Walsh Gallery

Kommanivanh / Joon / Meerdo / Hosup: Inked


Dates: Jul 16 2004 - Aug 28 2004

Opening Reception: Jul 16 2004

INKED, An exploration of tattooing through the unconventional use of ink and other mediums : tattoo, video, installation

INKED is a multi-media show exploring the art making process of tattooing. The exhibit includes flashes, temporary tattoos, photography, sculpture, installation, as well as new media. INKED features artists Von Kommanivanh, Kim Joon, and Christopher Meerdo. In the project room, there will be work by Hwang Hosup. The opening reception will be Friday, July 16 from 5 to 9pm. All artists in the main exhibit room will be present.

Director Julie Walsh says, "In INKED, I explore many of the curatorial conventions used by art museums. I want to mimic some of these unspoken rules while displaying more unconventional art practices. The gallery will have gray walls to better show off the flashes, paintings, photography and hanging sculptures. Also, the flashes will be displayed in golden frames. An informative background text on tattooing will help guide the art viewer on a most unconventional odyssey."

Chicago-based artist Von Kommanivanh, a former graffiti artist and tattooist, left these art making practices because he found them too perfectionistic. Mr. Kommanivanh wanted more artistic freedom and so turned to painting. His paintings inspired by the world of tattooing will be on display during INKED. Mr. Kommanivanh will be making fine art "flashes" which will be then translated in to temporary tattoos. These temporary tattoos will be available for sale on opening night. There will be a tattoo booth set up in the space for this evening. Von Kommanivanh will be present at the opening reception.

Kim Joon, previously seen in "Relative Reality: Korean New Media Art Today", returns to Walsh Gallery. In INKED, Mr. Kim debuts 2 video projections entitled "Flesh Park 2" and a series of 3D fleshy sculptures. These irregularly shaped sculptural pieces appear to be lumps of dimpled flesh that have been tattooed. In his two video works, "Flesh Park 2", skin is the subject matter. To say the work is visceral would be an understatement. Skin becomes animated, pulsating with various body tattoos. As Mr. Kim says, "I am interested in tattoo as a metaphor for hidden desire or a kind of compulsion engraved into human consciousness. I see the skin, or in some cases the monitor, as an extension of a canvas. Tattoos can reflect individual and collective reality or displaced desire." Kim Joon's work has appeared at the Total Museum (Seoul) and the National Museum of Contemporary Art (Kwachun). Mr. Kim's work has also been included in the second Asia Pacific Triennial (Brisbane) and the third Kwangju Biennial (Kwangju). Kim Joon will be coming from Korea for the opening.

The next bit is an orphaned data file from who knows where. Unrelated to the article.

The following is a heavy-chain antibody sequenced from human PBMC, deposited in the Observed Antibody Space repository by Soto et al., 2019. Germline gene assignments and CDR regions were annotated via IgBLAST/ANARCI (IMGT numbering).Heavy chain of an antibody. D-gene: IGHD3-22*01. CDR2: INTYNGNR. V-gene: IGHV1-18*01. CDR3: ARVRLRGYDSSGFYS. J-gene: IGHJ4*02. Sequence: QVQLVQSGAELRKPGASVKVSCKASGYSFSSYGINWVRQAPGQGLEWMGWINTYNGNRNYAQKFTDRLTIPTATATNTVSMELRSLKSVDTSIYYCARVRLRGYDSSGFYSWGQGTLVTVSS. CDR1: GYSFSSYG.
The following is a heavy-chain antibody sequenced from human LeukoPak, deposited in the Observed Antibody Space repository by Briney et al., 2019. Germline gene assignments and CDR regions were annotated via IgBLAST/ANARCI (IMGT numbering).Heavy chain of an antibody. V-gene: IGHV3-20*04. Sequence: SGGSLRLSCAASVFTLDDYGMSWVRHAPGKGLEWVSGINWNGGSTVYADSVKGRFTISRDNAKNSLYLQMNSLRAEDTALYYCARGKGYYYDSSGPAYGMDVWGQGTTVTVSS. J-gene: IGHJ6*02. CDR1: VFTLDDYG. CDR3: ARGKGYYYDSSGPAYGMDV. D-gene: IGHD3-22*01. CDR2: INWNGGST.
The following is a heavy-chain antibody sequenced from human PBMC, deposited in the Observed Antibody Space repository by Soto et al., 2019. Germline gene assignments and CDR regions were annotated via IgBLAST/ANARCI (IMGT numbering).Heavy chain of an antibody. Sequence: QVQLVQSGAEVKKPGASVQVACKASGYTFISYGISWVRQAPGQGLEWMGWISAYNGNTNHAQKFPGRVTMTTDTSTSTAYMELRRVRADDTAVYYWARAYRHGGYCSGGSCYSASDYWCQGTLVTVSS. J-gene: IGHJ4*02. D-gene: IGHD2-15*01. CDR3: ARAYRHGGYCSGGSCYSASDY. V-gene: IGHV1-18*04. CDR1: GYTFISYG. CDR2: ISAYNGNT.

In INKED, emerging Chicago-based photographer Christopher Meerdo exhibits photos of antique tattooing guns from the 1940's. Mr. Meerdo explores the form and function of the equipment utilizing alternative photographic techniques. Using his grandfather's Rolleiflex camera and expired film, he isolates the pieces from their natural environments to create painterly-like studies. Mr. Meerdo's process gives the tools a life of their own, allowing the viewer a chance to appreciate them beyond their intended use. He will also exhibit a series of photos of artist Von Kommanivanh's tattooed arm. Christopher Meerdo will be present at the opening reception.


Hwang Hosup exhibits a series of copper wire mesh heads of Guangyin (the female reincarnation of the Buddha). Inside these heads are pieces of film with images of once-famous women like Marilyn Monroe. Hwang Hosup's work is included in the collection of the National Museum of Contemporary Art (Seoul), the Whanki Museum (Seoul), and the Cartier Foundation for Contemporary Art (Paris).


What do Angelina Jolie, Scottie Pippen, Eminem and Peter the Great have in common with 16% of all Americans?

Body art.

The history of tattooing stretches across time and continent although the exact origin is widely debated. The arts of tattooing have been found from mummies in ancient Egypt to the King of England, Harold II. Tattoos flourished in Japan from 1500 B.C. - 593 A.C. Early on these ink markings were seen to ward away evil spirits. However, by the Kofun era criminals were given specific tattoos which were associated with the crimes they committed. In contrast, young Polynesian chiefs were given "tatuas" as part of a ritual which proved their bravery.

One theory of how tattooing spread was through the rise of the Egyptian empire. It has also been postulated that tattoos spread to Europe in the 18th century when a heavily tattooed Polynesian slave was put on public display.

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